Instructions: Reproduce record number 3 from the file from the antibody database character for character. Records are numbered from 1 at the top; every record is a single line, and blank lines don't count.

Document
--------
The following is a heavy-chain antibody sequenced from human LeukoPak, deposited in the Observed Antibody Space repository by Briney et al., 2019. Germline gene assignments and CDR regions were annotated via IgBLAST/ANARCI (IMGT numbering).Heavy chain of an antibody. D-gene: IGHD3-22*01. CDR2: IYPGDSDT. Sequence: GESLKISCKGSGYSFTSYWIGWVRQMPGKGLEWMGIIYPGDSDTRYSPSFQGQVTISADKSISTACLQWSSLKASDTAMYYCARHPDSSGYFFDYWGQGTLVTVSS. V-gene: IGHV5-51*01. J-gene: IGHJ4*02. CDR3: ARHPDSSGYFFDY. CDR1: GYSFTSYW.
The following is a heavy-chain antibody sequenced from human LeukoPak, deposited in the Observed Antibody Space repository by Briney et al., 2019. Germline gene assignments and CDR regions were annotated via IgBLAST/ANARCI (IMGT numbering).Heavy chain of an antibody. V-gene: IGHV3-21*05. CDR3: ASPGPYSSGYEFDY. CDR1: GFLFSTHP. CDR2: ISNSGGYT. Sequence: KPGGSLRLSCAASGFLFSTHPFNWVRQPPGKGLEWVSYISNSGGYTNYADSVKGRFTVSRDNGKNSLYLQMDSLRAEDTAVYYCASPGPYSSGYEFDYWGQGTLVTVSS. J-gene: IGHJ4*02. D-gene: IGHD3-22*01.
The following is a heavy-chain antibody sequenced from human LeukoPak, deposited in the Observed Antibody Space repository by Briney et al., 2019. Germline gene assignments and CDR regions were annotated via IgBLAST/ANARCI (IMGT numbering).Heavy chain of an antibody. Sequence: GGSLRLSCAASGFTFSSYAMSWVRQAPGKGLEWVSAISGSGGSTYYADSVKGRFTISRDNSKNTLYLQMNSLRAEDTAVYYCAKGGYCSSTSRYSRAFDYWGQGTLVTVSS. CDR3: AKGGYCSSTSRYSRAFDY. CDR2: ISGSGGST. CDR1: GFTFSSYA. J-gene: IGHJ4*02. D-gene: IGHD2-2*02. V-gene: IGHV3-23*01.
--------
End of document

The following is a heavy-chain antibody sequenced from human LeukoPak, deposited in the Observed Antibody Space repository by Briney et al., 2019. Germline gene assignments and CDR regions were annotated via IgBLAST/ANARCI (IMGT numbering).Heavy chain of an antibody. Sequence: GGSLRLSCAASGFTFSSYAMSWVRQAPGKGLEWVSAISGSGGSTYYADSVKGRFTISRDNSKNTLYLQMNSLRAEDTAVYYCAKGGYCSSTSRYSRAFDYWGQGTLVTVSS. CDR3: AKGGYCSSTSRYSRAFDY. CDR2: ISGSGGST. CDR1: GFTFSSYA. J-gene: IGHJ4*02. D-gene: IGHD2-2*02. V-gene: IGHV3-23*01.